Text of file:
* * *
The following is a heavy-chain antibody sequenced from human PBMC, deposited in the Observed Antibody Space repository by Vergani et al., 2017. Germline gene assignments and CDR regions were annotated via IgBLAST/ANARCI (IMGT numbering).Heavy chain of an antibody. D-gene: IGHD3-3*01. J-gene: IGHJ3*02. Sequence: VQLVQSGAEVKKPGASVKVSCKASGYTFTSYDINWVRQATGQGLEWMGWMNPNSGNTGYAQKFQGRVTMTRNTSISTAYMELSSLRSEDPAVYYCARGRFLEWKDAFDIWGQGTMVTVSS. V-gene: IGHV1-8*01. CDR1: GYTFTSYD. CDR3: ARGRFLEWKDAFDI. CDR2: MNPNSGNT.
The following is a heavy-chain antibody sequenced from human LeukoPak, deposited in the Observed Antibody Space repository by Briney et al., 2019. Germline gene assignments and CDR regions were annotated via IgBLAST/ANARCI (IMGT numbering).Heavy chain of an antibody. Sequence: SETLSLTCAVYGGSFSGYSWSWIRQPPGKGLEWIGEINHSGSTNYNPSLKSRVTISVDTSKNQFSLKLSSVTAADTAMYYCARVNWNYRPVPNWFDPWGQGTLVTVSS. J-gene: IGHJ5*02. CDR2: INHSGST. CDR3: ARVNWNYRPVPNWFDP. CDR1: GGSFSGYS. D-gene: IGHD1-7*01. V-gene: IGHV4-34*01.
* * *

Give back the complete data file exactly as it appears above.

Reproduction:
The following is a heavy-chain antibody sequenced from human PBMC, deposited in the Observed Antibody Space repository by Vergani et al., 2017. Germline gene assignments and CDR regions were annotated via IgBLAST/ANARCI (IMGT numbering).Heavy chain of an antibody. D-gene: IGHD3-3*01. J-gene: IGHJ3*02. Sequence: VQLVQSGAEVKKPGASVKVSCKASGYTFTSYDINWVRQATGQGLEWMGWMNPNSGNTGYAQKFQGRVTMTRNTSISTAYMELSSLRSEDPAVYYCARGRFLEWKDAFDIWGQGTMVTVSS. V-gene: IGHV1-8*01. CDR1: GYTFTSYD. CDR3: ARGRFLEWKDAFDI. CDR2: MNPNSGNT.
The following is a heavy-chain antibody sequenced from human LeukoPak, deposited in the Observed Antibody Space repository by Briney et al., 2019. Germline gene assignments and CDR regions were annotated via IgBLAST/ANARCI (IMGT numbering).Heavy chain of an antibody. Sequence: SETLSLTCAVYGGSFSGYSWSWIRQPPGKGLEWIGEINHSGSTNYNPSLKSRVTISVDTSKNQFSLKLSSVTAADTAMYYCARVNWNYRPVPNWFDPWGQGTLVTVSS. J-gene: IGHJ5*02. CDR2: INHSGST. CDR3: ARVNWNYRPVPNWFDP. CDR1: GGSFSGYS. D-gene: IGHD1-7*01. V-gene: IGHV4-34*01.